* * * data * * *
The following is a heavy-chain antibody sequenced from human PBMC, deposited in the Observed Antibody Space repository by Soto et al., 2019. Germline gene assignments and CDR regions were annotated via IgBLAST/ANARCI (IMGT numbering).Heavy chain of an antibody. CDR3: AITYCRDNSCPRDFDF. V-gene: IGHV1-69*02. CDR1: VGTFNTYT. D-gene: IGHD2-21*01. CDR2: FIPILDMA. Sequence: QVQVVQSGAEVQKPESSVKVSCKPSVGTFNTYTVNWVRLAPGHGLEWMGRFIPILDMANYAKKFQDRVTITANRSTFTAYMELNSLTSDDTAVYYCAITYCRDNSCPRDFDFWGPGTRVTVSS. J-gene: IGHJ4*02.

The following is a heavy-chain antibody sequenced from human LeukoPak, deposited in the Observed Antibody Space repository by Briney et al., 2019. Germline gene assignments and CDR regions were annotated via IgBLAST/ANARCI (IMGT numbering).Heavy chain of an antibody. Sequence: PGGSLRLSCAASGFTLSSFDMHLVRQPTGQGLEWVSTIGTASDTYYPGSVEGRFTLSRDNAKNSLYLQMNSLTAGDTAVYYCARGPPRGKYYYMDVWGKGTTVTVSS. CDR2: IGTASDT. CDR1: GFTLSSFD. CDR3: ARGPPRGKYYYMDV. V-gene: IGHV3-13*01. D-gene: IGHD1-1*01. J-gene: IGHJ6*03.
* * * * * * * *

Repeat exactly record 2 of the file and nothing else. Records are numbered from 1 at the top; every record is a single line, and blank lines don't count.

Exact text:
The following is a heavy-chain antibody sequenced from human LeukoPak, deposited in the Observed Antibody Space repository by Briney et al., 2019. Germline gene assignments and CDR regions were annotated via IgBLAST/ANARCI (IMGT numbering).Heavy chain of an antibody. Sequence: PGGSLRLSCAASGFTLSSFDMHLVRQPTGQGLEWVSTIGTASDTYYPGSVEGRFTLSRDNAKNSLYLQMNSLTAGDTAVYYCARGPPRGKYYYMDVWGKGTTVTVSS. CDR2: IGTASDT. CDR1: GFTLSSFD. CDR3: ARGPPRGKYYYMDV. V-gene: IGHV3-13*01. D-gene: IGHD1-1*01. J-gene: IGHJ6*03.